Tag: Book Review

Book Review: IVP Pocket Reference Series

The IVP Pocket Reference Series is a great way to build an excellent reference library without having to spend a lot of money. The entire series of 13 books costs $130 ($117 through IVP) and individual pocket dictionaries retail for just $10 ($9 through IVP – less than on Amazon.com and Christianbook.com).

The series includes:

  • Pocket Dictionary of ┬áTheological Terms
  • Pocket Dictionary of Theology
  • Pocket Dictionary for the Study of Biblical Hebrew
  • Pocket Dictionary for the Study of New Testament Greek
  • Pocket Dictionary of Biblical Studies
  • Pocket Dictionary of Ethics
  • Pocket History of the Church
  • Pocket Dictionary of Church History
  • Pocket Guide to World Religions
  • Pocket Dictionary of Liturgy Worship
  • Pocket Dictionary of the Reformed Tradition
  • Pocket Dictionary of Apologetics & Philosophy of Religion
  • Pocket Handbook of Christian Apologetics

Since FaithandSelfDefense is primarily an apologetics ministry, I’ll review the two IVP books about apologetics.



Book Review: Christianity At The Crossroads

Crossroads ImageChristianity At The Crossroads: How The Second Century Shaped The Future Of The Church (IVP Academic, 2018) will be an excellent addition to anyone’s personal, teaching, pastoral or church library.

Written by Dr. Michael J. Kruger (President and Professor of New Testament at Reformed Theological Seminary in Charlotte, North Carolina), this new book does a wonderful job demonstrating the importance of the 2nd century to the life and future of the Christian Church.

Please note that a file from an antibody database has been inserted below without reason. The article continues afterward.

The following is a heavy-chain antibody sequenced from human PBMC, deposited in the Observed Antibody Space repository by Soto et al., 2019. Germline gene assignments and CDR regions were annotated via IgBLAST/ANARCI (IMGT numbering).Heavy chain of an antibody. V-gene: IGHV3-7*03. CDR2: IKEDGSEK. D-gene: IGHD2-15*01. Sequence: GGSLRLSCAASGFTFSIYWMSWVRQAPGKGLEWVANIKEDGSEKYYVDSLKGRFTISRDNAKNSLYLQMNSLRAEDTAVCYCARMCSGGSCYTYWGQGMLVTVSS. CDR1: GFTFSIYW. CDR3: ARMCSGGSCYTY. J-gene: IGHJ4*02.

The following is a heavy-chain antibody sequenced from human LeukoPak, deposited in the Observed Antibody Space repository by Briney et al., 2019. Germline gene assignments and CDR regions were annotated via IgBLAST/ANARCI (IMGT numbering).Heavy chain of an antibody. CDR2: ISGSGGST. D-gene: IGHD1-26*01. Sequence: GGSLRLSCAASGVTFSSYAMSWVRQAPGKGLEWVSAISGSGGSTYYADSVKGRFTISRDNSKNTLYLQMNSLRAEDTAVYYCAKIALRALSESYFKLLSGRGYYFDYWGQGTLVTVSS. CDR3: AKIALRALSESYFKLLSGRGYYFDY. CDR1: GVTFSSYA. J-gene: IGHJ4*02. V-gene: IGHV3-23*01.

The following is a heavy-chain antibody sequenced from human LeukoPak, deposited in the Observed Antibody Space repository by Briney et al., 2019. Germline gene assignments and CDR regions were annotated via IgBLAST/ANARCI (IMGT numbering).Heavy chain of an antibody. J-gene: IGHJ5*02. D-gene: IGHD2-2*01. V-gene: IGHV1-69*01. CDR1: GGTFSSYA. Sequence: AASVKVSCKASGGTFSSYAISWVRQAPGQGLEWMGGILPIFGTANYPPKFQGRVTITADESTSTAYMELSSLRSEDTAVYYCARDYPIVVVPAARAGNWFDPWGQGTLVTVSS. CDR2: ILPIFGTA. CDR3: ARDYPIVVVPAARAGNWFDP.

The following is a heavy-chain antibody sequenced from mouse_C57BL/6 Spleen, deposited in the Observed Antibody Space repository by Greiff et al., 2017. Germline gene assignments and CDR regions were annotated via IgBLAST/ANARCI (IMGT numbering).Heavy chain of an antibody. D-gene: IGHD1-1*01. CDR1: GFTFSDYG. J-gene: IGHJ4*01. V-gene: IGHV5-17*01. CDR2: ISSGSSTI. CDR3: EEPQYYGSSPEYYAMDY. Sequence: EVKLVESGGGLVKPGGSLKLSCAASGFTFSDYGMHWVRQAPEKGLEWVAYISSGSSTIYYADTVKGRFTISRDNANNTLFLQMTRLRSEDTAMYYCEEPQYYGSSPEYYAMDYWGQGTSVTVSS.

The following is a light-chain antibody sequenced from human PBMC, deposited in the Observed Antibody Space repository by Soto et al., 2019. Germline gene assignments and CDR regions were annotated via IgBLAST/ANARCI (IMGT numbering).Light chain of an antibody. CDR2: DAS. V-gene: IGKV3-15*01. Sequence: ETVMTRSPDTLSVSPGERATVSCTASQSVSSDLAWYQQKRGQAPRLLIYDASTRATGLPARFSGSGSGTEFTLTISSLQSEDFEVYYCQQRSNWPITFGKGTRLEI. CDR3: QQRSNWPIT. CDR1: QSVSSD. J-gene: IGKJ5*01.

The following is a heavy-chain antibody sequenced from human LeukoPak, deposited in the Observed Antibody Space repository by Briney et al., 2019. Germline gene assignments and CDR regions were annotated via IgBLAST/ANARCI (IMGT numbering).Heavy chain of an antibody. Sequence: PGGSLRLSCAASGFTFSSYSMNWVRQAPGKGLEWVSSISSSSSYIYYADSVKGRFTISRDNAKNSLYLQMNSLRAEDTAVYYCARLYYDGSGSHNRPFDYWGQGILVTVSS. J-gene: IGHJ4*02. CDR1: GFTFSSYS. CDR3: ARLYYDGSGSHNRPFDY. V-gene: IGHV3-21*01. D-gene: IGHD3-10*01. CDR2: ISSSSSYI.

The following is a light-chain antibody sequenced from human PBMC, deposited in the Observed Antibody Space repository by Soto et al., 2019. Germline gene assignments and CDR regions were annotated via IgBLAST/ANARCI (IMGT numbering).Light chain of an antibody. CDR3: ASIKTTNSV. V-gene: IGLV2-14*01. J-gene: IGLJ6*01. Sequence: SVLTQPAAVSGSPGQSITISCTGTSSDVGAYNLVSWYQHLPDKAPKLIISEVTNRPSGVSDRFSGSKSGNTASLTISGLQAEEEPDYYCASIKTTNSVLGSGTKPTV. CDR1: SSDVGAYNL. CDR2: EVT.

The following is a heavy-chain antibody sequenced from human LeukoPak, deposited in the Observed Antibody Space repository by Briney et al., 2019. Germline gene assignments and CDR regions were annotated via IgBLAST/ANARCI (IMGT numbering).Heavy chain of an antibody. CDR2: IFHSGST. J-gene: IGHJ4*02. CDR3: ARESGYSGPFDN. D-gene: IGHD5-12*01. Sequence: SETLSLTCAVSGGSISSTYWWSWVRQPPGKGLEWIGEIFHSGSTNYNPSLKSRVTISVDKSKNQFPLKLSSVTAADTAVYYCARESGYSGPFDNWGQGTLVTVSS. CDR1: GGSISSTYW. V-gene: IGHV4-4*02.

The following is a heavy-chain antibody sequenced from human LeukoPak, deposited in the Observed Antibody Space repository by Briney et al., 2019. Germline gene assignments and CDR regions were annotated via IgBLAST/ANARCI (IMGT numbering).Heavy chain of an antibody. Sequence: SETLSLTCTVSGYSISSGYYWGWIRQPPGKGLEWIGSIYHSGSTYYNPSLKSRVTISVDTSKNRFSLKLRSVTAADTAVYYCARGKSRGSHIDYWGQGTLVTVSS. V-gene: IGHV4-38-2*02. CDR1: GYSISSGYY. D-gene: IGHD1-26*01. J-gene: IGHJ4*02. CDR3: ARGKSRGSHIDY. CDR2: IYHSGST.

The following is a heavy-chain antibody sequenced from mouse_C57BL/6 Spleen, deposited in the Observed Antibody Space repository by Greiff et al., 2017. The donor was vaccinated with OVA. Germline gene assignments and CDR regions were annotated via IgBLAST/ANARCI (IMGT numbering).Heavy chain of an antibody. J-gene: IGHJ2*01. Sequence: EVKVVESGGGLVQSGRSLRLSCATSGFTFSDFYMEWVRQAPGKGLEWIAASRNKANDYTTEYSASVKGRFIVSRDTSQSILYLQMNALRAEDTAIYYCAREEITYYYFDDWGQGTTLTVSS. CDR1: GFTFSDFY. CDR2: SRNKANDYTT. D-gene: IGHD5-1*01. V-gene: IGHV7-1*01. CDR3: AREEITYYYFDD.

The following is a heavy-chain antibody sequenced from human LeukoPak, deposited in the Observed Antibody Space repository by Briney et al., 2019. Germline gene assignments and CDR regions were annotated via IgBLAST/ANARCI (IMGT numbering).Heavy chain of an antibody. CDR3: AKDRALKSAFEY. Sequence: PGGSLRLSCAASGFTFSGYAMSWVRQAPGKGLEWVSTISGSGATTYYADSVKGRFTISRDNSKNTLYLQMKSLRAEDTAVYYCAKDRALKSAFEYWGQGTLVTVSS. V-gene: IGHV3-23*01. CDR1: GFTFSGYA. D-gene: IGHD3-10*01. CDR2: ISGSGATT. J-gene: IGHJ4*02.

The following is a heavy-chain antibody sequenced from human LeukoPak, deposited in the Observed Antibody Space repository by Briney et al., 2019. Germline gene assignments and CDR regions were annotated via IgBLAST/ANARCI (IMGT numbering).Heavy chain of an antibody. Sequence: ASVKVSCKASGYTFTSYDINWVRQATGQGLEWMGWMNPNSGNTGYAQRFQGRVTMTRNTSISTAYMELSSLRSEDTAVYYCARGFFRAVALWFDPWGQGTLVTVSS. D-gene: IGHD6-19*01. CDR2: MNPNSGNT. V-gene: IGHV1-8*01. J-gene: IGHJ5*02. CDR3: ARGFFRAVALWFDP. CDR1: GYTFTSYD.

“There was a time, nearly two thousand years ago, when Christianity was in its infancy. It possessed very little cultural influence, was weak and frail, and found itself fighting for its life. Theological formulations were imprecise and undeveloped, factions and ‘heresies’ were dominant, attacks from pagan philosophers were rampant, and the future was altogether uncertain. On top of all this, Christianity was, for the first time, moving forward without the direct guidance of living apostles and still did not yet have a fully formed New Testament canon.

When was this time? It was the second century. This particular block of time is one of the most critical in the life of the Church – perhaps the moment when it was most vulnerable. It is what we might call the transitional century for the early Christian faith. The Church was out of the apostolic womb and now trying to take its first breath.” Christianity At The Crossroads, Introduction, p 1